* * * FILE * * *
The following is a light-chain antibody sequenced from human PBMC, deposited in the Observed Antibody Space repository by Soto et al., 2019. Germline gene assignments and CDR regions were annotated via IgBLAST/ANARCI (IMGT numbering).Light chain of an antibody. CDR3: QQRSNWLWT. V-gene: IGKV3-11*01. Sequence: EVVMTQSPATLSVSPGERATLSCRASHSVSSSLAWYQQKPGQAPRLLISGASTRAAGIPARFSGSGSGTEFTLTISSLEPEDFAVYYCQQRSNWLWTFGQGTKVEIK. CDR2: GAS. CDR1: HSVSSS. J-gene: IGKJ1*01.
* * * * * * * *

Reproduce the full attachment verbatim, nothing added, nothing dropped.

The following is a light-chain antibody sequenced from human PBMC, deposited in the Observed Antibody Space repository by Soto et al., 2019. Germline gene assignments and CDR regions were annotated via IgBLAST/ANARCI (IMGT numbering).Light chain of an antibody. CDR3: QQRSNWLWT. V-gene: IGKV3-11*01. Sequence: EVVMTQSPATLSVSPGERATLSCRASHSVSSSLAWYQQKPGQAPRLLISGASTRAAGIPARFSGSGSGTEFTLTISSLEPEDFAVYYCQQRSNWLWTFGQGTKVEIK. CDR2: GAS. CDR1: HSVSSS. J-gene: IGKJ1*01.